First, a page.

0

Hi, I am working on this code:

#include <iostream>
using namespace std;

send(to, from, count)
{
         register int *to, *from;
         register int count;
         {
                 register n=(count+7)/8;
                 switch(count%8){
                 case 0: do{     *to++ = *from++;
                 case 7:         *to++ = *from++;
                 case 6:         *to++ = *from++;
                 case 5:         *to++ = *from++;
                 case 4:         *to++ = *from++;
                 case 3:         *to++ = *from++;
                 case 2:         *to++ = *from++;
                 case 1:         *to++ = *from++;
                         }while(--n>0);
                 }
         }
}

int main()
{
	int i;
	int a[5]={1,2,3,4,5};
	int b[]={0,0,0,0,0};

	/*output each a[i] and b[i] in decimal separated by a Tab on one line*/
	for(i=0; i<5; i++)
		printf("%d\t%d\n", a[i], b[i]);

	printf("----------------\n");

	send(b, a, 5);

	for(i=0; i<5; i++)
		printf("%d\t%d\n", a[i], b[i]);
}

and am getting the following error:

expected constructor, destructor, or type conversion before '(' token

I've tried using different types but it only gives me more errors. Can anyone help me fix this?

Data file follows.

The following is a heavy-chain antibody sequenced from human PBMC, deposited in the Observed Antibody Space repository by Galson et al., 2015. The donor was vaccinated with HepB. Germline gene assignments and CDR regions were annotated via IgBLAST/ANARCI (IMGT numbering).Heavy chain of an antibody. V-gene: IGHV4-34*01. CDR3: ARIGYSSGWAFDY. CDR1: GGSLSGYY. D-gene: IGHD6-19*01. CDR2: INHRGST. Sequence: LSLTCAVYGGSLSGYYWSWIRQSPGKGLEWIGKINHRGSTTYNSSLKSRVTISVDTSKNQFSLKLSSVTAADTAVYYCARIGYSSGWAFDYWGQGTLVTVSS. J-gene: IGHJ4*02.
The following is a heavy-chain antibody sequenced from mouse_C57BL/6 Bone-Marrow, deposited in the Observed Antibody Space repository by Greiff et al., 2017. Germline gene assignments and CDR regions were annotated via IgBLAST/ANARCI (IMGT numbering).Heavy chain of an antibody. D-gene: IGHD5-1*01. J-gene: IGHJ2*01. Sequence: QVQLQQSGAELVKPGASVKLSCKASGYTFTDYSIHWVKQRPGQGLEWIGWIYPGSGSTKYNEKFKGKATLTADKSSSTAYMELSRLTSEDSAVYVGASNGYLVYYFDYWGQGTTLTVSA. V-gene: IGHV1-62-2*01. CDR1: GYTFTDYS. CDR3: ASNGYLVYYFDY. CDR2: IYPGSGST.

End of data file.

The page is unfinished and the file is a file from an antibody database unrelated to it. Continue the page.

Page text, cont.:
2
Contributors
4
Replies
5
Views
6 Years
Discussion Span
Last Post by failbot
0

prepend void before send(...), thus making send a function, because the compiler is thinking its a constructor of some sort.

0

Using void returns these errors:

5: error: variable or field 'send' declared void
5: error: 'to' was not declared in this scope
5: error: 'from' was not declared in this scope
1

You need to define it as a function :

void send(int *to,int *from, int count)
{
         {
                 register n=(count+7)/8;
                 switch(count%8){
                 case 0: do{     *to++ = *from++;
                 case 7:         *to++ = *from++;
                 case 6:         *to++ = *from++;
                 case 5:         *to++ = *from++;
                 case 4:         *to++ = *from++;
                 case 3:         *to++ = *from++;
                 case 2:         *to++ = *from++;
                 case 1:         *to++ = *from++;
                         }while(--n>0);
                 }
         }
}
0

I had already tried this but then forgot to remove lines six and seven from my code. All I added to your version was the type "int" to register n. Thank you very much firstPerson.

This topic has been dead for over six months. Start a new discussion instead.
Have something to contribute to this discussion? Please be thoughtful, detailed and courteous, and be sure to adhere to our posting rules.